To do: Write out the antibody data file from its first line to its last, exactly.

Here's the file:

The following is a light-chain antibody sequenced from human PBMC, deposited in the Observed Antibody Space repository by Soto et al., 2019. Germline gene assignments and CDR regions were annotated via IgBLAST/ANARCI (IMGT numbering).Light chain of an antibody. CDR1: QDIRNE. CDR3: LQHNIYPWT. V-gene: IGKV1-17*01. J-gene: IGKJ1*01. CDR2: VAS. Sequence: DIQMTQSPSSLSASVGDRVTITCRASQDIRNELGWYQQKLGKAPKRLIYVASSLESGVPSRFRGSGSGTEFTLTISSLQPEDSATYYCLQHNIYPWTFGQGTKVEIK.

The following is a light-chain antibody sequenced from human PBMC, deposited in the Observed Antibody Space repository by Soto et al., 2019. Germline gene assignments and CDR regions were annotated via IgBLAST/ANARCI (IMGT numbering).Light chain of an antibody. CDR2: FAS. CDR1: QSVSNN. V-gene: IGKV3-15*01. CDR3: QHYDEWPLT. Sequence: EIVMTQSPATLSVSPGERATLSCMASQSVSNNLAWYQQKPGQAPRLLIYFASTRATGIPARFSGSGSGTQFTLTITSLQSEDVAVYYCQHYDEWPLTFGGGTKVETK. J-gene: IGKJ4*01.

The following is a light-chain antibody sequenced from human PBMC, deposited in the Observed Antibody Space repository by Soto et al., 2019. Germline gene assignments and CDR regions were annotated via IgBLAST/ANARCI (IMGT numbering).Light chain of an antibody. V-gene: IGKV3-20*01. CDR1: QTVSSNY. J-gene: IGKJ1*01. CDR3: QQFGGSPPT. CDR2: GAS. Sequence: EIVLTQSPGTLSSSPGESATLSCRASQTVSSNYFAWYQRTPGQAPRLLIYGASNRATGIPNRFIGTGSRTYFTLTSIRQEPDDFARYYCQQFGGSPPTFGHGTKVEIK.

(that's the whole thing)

The following is a light-chain antibody sequenced from human PBMC, deposited in the Observed Antibody Space repository by Soto et al., 2019. Germline gene assignments and CDR regions were annotated via IgBLAST/ANARCI (IMGT numbering).Light chain of an antibody. CDR1: QDIRNE. CDR3: LQHNIYPWT. V-gene: IGKV1-17*01. J-gene: IGKJ1*01. CDR2: VAS. Sequence: DIQMTQSPSSLSASVGDRVTITCRASQDIRNELGWYQQKLGKAPKRLIYVASSLESGVPSRFRGSGSGTEFTLTISSLQPEDSATYYCLQHNIYPWTFGQGTKVEIK.

The following is a light-chain antibody sequenced from human PBMC, deposited in the Observed Antibody Space repository by Soto et al., 2019. Germline gene assignments and CDR regions were annotated via IgBLAST/ANARCI (IMGT numbering).Light chain of an antibody. CDR2: FAS. CDR1: QSVSNN. V-gene: IGKV3-15*01. CDR3: QHYDEWPLT. Sequence: EIVMTQSPATLSVSPGERATLSCMASQSVSNNLAWYQQKPGQAPRLLIYFASTRATGIPARFSGSGSGTQFTLTITSLQSEDVAVYYCQHYDEWPLTFGGGTKVETK. J-gene: IGKJ4*01.

The following is a light-chain antibody sequenced from human PBMC, deposited in the Observed Antibody Space repository by Soto et al., 2019. Germline gene assignments and CDR regions were annotated via IgBLAST/ANARCI (IMGT numbering).Light chain of an antibody. V-gene: IGKV3-20*01. CDR1: QTVSSNY. J-gene: IGKJ1*01. CDR3: QQFGGSPPT. CDR2: GAS. Sequence: EIVLTQSPGTLSSSPGESATLSCRASQTVSSNYFAWYQRTPGQAPRLLIYGASNRATGIPNRFIGTGSRTYFTLTSIRQEPDDFARYYCQQFGGSPPTFGHGTKVEIK.